Sarah Palin may be hurting McCain among Jewish voters
Jewish Democrats who, unhappy with Obama, switched to McCain, switch back now that Palin was chosen VP.
A life-long Democrat, Robert Canvasser was talking himself into voting for Republican John McCain because he just wasn't comfortable with his own party's choice of Barack Obama. But then McCain selected first-term Alaska Governor Sarah Palin as his running mate ahead of last week's Republican convention.
"That put me back to Obama," said the real estate developer who splits his time between Michigan and Florida, both crucial swing states in the presidential election. "Don't misunderstand me. I'm not happy with Obama. But I'm certainly not happy with her."
Canvasser is part of a trend among some Jewish Democrats who have had doubts about Obama, particularly because of his lack of experience and his take on foreign policy issues such as Iran, but now find themselves inclined to support him after both sides selected their vice presidential nominees.
"There has been a tremendous turnaround since the Democratic convention," said Florida State Senator Steve Geller, who at the convention in Denver three weeks ago had described outright hostility among many Jewish Democratic seniors in his district at the thought of an Obama presidency. "After the convention, people are willing to listen. Before the convention, they weren't willing to listen."
He attributed that partly to recent visits to the Sunshine State by high-profile Democrats such as vice presidential nominee Joe Biden as well as the strong endorsement of Hillary Clinton from the convention floor. Indeed, Canvasser also said that the warm embrace of Clinton, whom he had backed, for her erstwhile rival had helped tether him to Obama.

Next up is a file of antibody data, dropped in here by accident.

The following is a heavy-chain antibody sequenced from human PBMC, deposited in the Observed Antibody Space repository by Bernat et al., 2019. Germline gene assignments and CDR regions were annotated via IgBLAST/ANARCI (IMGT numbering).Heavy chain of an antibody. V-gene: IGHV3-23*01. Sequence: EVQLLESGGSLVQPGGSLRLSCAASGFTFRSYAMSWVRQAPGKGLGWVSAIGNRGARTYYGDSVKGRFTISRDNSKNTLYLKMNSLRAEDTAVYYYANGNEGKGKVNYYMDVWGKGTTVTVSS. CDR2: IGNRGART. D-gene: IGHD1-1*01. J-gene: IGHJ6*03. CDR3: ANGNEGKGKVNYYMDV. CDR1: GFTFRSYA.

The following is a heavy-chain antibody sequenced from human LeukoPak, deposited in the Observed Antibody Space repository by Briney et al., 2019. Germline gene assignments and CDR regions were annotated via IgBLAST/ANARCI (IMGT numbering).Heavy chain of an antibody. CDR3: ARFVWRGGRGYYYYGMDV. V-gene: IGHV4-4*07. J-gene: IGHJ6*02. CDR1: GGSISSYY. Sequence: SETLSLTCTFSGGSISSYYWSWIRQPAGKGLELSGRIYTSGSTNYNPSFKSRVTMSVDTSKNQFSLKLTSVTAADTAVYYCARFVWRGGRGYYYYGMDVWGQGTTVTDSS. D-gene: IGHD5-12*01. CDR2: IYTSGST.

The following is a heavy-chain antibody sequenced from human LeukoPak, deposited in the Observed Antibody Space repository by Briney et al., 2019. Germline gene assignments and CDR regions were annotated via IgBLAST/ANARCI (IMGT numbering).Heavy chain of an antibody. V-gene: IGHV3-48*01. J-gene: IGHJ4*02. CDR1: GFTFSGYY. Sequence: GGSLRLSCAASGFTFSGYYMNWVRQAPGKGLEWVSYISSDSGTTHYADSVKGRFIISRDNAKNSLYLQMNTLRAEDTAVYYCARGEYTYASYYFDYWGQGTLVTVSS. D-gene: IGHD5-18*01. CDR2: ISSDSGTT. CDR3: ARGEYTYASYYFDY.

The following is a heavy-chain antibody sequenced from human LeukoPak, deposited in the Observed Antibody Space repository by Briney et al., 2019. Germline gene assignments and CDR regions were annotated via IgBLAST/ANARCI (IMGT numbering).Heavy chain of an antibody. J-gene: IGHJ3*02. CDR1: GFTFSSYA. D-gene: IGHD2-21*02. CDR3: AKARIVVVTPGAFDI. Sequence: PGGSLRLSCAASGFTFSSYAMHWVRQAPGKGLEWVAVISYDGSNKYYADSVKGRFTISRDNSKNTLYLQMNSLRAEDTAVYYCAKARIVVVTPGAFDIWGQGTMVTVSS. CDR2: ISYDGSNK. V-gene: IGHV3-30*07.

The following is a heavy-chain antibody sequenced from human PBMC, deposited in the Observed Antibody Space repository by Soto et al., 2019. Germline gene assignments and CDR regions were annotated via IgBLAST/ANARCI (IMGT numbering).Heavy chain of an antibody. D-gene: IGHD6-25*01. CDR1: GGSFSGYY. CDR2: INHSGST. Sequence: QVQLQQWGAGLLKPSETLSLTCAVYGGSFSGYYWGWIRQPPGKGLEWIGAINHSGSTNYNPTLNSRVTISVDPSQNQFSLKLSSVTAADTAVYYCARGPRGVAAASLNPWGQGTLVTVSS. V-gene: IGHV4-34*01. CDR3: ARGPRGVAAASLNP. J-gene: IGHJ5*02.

But mainly Geller chalked up the difference to Palin.
"Sarah Palin is helping a lot. Sarah Palin in seen as a right-wing evangelical [pick]," he said. He added that while that perception helps the McCain campaign with many Christian voters energized by a so-called hockey mom who hunts and fishes in her spare time, "Most of our South Florida condo people are appalled at seeing her standing over a moose."
Her views on social issues - pro-life, anti-gun control and the like - definitely helped discourage Seymour Ross of Delray Beach from voting for the Republican ticket. While he has been wavering between the two candidates because he thinks Obama would "make nice" with Iran, Palin's "extreme conservative views" have tilted him more toward the freshman Illinois senator.
"I still would have been going in the direction of Obama, but it makes it a little bit clearer," Ross explained.
His feeling is something the National Jewish Democratic Council has seized on to raise money from supporters.
"Palin is totally out of step with public opinion in the Jewish community" on domestic issues and has "zero foreign policy experience," the organization wrote in a fund-raising letter sent out last week. It also started an on-line petition asking: "McCain: What were you thinking when you selected Palin?"